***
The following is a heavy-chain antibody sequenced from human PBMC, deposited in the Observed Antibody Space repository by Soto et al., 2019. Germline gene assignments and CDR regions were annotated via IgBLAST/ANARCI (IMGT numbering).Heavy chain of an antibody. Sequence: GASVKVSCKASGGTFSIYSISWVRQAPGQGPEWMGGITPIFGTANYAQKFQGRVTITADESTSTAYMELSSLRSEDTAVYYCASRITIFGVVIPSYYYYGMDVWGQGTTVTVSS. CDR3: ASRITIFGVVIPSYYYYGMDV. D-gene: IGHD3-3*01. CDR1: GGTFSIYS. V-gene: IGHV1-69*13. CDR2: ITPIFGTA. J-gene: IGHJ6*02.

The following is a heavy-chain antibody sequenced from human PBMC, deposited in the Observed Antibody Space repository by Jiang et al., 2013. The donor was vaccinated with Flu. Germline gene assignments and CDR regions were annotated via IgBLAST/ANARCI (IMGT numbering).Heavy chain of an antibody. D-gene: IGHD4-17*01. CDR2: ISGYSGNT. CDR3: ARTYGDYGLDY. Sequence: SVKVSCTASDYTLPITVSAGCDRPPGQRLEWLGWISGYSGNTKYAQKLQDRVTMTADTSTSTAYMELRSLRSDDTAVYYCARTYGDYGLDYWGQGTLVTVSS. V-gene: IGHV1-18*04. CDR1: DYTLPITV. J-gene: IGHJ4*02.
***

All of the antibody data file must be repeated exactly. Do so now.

The following is a heavy-chain antibody sequenced from human PBMC, deposited in the Observed Antibody Space repository by Soto et al., 2019. Germline gene assignments and CDR regions were annotated via IgBLAST/ANARCI (IMGT numbering).Heavy chain of an antibody. Sequence: GASVKVSCKASGGTFSIYSISWVRQAPGQGPEWMGGITPIFGTANYAQKFQGRVTITADESTSTAYMELSSLRSEDTAVYYCASRITIFGVVIPSYYYYGMDVWGQGTTVTVSS. CDR3: ASRITIFGVVIPSYYYYGMDV. D-gene: IGHD3-3*01. CDR1: GGTFSIYS. V-gene: IGHV1-69*13. CDR2: ITPIFGTA. J-gene: IGHJ6*02.

The following is a heavy-chain antibody sequenced from human PBMC, deposited in the Observed Antibody Space repository by Jiang et al., 2013. The donor was vaccinated with Flu. Germline gene assignments and CDR regions were annotated via IgBLAST/ANARCI (IMGT numbering).Heavy chain of an antibody. D-gene: IGHD4-17*01. CDR2: ISGYSGNT. CDR3: ARTYGDYGLDY. Sequence: SVKVSCTASDYTLPITVSAGCDRPPGQRLEWLGWISGYSGNTKYAQKLQDRVTMTADTSTSTAYMELRSLRSDDTAVYYCARTYGDYGLDYWGQGTLVTVSS. V-gene: IGHV1-18*04. CDR1: DYTLPITV. J-gene: IGHJ4*02.